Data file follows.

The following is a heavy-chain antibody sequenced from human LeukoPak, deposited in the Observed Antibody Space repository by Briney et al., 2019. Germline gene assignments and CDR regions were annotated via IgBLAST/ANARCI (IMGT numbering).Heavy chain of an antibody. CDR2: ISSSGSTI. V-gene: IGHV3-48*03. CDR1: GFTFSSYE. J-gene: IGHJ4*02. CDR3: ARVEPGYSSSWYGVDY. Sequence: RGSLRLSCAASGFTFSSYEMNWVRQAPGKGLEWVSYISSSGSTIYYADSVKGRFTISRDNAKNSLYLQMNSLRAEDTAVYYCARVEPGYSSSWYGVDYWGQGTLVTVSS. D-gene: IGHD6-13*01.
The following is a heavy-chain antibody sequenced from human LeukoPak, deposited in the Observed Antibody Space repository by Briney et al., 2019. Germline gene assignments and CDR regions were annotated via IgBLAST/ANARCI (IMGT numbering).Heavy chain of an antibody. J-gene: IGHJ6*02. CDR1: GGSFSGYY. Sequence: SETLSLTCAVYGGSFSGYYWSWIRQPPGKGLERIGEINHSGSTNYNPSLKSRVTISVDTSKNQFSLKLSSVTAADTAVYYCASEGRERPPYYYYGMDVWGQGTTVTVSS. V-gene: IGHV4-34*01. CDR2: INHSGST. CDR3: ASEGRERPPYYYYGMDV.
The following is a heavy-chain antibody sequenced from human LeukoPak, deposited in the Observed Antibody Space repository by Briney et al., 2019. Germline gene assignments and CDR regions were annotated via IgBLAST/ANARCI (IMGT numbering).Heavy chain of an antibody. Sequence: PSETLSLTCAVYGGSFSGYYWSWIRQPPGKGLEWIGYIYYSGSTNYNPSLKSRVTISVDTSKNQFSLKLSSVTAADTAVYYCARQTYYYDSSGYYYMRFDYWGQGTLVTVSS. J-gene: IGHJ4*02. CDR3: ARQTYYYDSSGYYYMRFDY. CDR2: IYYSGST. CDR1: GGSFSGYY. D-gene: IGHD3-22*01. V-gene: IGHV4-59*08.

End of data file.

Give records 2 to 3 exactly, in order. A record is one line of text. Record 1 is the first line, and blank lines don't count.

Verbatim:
The following is a heavy-chain antibody sequenced from human LeukoPak, deposited in the Observed Antibody Space repository by Briney et al., 2019. Germline gene assignments and CDR regions were annotated via IgBLAST/ANARCI (IMGT numbering).Heavy chain of an antibody. J-gene: IGHJ6*02. CDR1: GGSFSGYY. Sequence: SETLSLTCAVYGGSFSGYYWSWIRQPPGKGLERIGEINHSGSTNYNPSLKSRVTISVDTSKNQFSLKLSSVTAADTAVYYCASEGRERPPYYYYGMDVWGQGTTVTVSS. V-gene: IGHV4-34*01. CDR2: INHSGST. CDR3: ASEGRERPPYYYYGMDV.
The following is a heavy-chain antibody sequenced from human LeukoPak, deposited in the Observed Antibody Space repository by Briney et al., 2019. Germline gene assignments and CDR regions were annotated via IgBLAST/ANARCI (IMGT numbering).Heavy chain of an antibody. Sequence: PSETLSLTCAVYGGSFSGYYWSWIRQPPGKGLEWIGYIYYSGSTNYNPSLKSRVTISVDTSKNQFSLKLSSVTAADTAVYYCARQTYYYDSSGYYYMRFDYWGQGTLVTVSS. J-gene: IGHJ4*02. CDR3: ARQTYYYDSSGYYYMRFDY. CDR2: IYYSGST. CDR1: GGSFSGYY. D-gene: IGHD3-22*01. V-gene: IGHV4-59*08.